Therefore the Cartesian coordinates of $P$ are $(r \sin \theta, r \cos \theta)$

Now let's work the other way:

We start with a Cartesian coordinate system.

We will take the Cartesian coordinates of $P$ as $(x,y)$.


Diagram with x,y,r adn theta



Now we are trying to find $r$ and $\theta$ in terms of $x$ and $y$.

$$r = \sqrt{(x^2 + y^2)}$$

Now we need $\theta$ such that $x = r \cos \theta$ and $y = r \sin \theta$.

It is tempting to say that $\tan\theta = \frac{y}{x}$ but there is a danger in doing this that you might end up with the wrong value of $\theta$ because of the signs of the trigonometric ratios in each quadrant.

For example:

If $P$ were the point $(-2,-2)$ you would obtain a value for $\tan \theta = 1$ and you would not know whether $\theta = 45^\circ (\frac{\pi}{4}^c)$ or $225^\circ (\frac{3\pi}{2}^c)$!!

By using the signs of $\sin\theta$ and $\cos\theta$, you can be sure you have the angle in the correct quadrant.

So let's end by using this coordinate system. It would be good to try out some equations and look at their graphs (polar plots).

Let's look at some examples:

Consider the graph:

$r= \theta$

This has a spiral shape (each point moves out from the centre as the angle grows).

The diagram below shows graphs of $r= a\theta$ for different values of $a$, can you work out what they are?



Graphs of r=a theta



Now its your turn. A graphical calculator or graphing package would be very helpful!

What would the series of graphs

$r=1, r=2, r=3, $... look like?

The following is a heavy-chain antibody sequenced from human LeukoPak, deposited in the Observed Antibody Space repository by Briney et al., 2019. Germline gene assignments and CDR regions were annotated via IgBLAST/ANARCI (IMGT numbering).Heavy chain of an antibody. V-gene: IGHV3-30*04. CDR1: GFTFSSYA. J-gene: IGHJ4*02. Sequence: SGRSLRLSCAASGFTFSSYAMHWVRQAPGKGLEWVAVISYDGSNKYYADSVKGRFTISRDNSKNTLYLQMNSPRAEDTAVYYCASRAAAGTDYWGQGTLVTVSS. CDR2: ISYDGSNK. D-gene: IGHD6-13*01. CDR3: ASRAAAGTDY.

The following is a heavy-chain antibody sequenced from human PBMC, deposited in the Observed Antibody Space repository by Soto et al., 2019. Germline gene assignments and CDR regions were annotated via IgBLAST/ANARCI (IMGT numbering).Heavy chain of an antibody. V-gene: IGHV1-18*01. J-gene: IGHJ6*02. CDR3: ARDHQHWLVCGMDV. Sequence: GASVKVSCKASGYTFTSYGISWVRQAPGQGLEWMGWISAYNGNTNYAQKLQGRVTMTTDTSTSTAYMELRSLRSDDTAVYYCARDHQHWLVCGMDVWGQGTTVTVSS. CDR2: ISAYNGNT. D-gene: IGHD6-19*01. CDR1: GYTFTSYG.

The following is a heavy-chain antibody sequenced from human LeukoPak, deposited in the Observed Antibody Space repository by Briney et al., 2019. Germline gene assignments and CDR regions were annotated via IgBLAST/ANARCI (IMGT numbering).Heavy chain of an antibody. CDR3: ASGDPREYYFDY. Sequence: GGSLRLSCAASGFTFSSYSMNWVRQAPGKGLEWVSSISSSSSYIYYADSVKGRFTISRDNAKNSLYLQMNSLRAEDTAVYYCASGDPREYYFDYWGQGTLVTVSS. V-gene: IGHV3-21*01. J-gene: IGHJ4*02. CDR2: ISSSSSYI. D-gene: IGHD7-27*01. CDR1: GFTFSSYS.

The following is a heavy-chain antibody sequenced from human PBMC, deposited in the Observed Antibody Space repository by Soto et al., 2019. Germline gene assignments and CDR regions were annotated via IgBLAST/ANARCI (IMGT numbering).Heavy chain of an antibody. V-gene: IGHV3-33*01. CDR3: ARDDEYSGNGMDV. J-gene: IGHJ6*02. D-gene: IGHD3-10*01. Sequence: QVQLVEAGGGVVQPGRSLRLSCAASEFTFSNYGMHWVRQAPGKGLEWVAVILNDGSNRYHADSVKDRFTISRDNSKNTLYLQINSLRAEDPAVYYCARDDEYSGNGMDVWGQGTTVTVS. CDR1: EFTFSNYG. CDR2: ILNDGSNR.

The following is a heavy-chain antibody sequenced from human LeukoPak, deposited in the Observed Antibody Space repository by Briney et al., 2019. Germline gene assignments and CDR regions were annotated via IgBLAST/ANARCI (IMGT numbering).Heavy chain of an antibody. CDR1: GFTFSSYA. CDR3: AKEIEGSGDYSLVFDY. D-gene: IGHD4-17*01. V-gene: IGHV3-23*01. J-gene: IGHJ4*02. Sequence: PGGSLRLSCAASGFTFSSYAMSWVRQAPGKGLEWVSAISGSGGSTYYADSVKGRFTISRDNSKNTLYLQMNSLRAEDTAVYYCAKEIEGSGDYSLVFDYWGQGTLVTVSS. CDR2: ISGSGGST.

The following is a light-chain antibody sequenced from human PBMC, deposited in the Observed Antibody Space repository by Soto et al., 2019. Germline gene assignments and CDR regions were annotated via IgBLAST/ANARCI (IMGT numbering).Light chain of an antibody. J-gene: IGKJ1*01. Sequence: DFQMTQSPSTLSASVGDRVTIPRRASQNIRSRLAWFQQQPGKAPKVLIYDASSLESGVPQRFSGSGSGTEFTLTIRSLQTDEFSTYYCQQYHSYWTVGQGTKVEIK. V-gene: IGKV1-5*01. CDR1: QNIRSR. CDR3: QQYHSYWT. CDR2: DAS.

How about $r = 2a(1 + \cos\theta )$ for different values of $a$? These graphs are called cardioids by the way.


$$\begin{eqnarray} \mbox{D }\rightarrow(60,0)\\ \mbox{E }\rightarrow(30, 270)\\ \mbox{C }\rightarrow(120, 225)\\ \mbox{A }\rightarrow(90, 90)\\ \mbox{F }\rightarrow(60,60)\\ \mbox{B }\rightarrow(120, 180) \end{eqnarray}$$ And $$\begin{eqnarray} (60,0)\rightarrow(60,0)\\ (30, 270)\rightarrow(30, \frac{3\pi}{2})\\ (120, 225)\rightarrow(120, \frac{5\pi}{4})\\ (90, 90)\rightarrow(90, \frac{\pi}{2})\\ (60,60)\rightarrow(60,\frac{\pi}{3})\\ (120, 180)\rightarrow(120,\pi) \end{eqnarray}$$



Scrunch it up to make a fan round a point, or . . . .

. . . . how to use an xy plot to help visualise the polar plot

When you are trying to imagine what the polar plot of a function will look like it can sometimes be helpful to look first at the Cartesian (xy) plot for that function using values $0$ to $2\pi$ ($0$ to $360$ degrees) and then imagine the graph turned into a fan.


Picture the x-axis pulled into a point with the function values fanned out around it.



For example : $y = 5 \sin 2x$ looks like this as a Cartesian plot.





cartesian plot of the function

But as a polar plot $r = 5\sin 2\theta$ is:

polar plot for the function
Over the $0$ to $2\pi$ interval the graph $\sin 2x$ has $4$ regions
In region $1$ the function rises to a maximum value of $5$ and then falls back symmetrically to zero.


In region $2$ the function falls further to a minimum value of $-5$ before climbing back to zero.



Notice the position of region $2$ on the polar plot: as $\theta$ sweeps the second quadrant $\pi/2 $ to $\pi$ the values of r are all negative, projecting each plot point backwards into the fourth quadrant.



Region $3$ is straightforward like region $1$, while region $4$, like region $2$, also has negative $r$ values and therefore plots in the second quadrant.



Now try $r = 5 + 5 \sin 2\theta$ :



First sketch an xy plot, then scrunch it up to make a fan round a point. After you have sketched the polar plot use a graphical calculator or a graph plotter to confirm your drawing.



Invent some functions of your own to play with. For example suppose I stay with the form $r = A + 5 \sin 2\theta$ , $A$ was $0$ initially then $5$. How will the appearance of the polar plot be effected by varying values of $A$ ?



Have fun.




Jennifer Piggott and Graeme Brown